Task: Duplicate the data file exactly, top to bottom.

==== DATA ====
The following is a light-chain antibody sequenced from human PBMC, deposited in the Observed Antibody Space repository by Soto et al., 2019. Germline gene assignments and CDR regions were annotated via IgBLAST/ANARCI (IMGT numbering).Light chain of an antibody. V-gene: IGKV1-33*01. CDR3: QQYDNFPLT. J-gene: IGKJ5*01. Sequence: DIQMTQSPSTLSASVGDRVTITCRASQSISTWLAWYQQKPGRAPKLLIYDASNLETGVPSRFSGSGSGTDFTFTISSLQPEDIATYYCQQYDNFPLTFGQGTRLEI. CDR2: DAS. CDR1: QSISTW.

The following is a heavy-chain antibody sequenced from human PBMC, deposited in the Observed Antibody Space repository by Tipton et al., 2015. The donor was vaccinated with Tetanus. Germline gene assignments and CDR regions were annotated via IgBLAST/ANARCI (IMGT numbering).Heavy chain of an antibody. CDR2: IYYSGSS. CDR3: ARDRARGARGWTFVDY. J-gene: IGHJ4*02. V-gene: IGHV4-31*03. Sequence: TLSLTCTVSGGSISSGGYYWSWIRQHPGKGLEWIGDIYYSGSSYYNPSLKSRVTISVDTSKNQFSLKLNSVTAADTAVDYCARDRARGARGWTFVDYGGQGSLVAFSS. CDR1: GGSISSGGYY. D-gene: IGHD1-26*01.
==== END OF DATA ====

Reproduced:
The following is a light-chain antibody sequenced from human PBMC, deposited in the Observed Antibody Space repository by Soto et al., 2019. Germline gene assignments and CDR regions were annotated via IgBLAST/ANARCI (IMGT numbering).Light chain of an antibody. V-gene: IGKV1-33*01. CDR3: QQYDNFPLT. J-gene: IGKJ5*01. Sequence: DIQMTQSPSTLSASVGDRVTITCRASQSISTWLAWYQQKPGRAPKLLIYDASNLETGVPSRFSGSGSGTDFTFTISSLQPEDIATYYCQQYDNFPLTFGQGTRLEI. CDR2: DAS. CDR1: QSISTW.

The following is a heavy-chain antibody sequenced from human PBMC, deposited in the Observed Antibody Space repository by Tipton et al., 2015. The donor was vaccinated with Tetanus. Germline gene assignments and CDR regions were annotated via IgBLAST/ANARCI (IMGT numbering).Heavy chain of an antibody. CDR2: IYYSGSS. CDR3: ARDRARGARGWTFVDY. J-gene: IGHJ4*02. V-gene: IGHV4-31*03. Sequence: TLSLTCTVSGGSISSGGYYWSWIRQHPGKGLEWIGDIYYSGSSYYNPSLKSRVTISVDTSKNQFSLKLNSVTAADTAVDYCARDRARGARGWTFVDYGGQGSLVAFSS. CDR1: GGSISSGGYY. D-gene: IGHD1-26*01.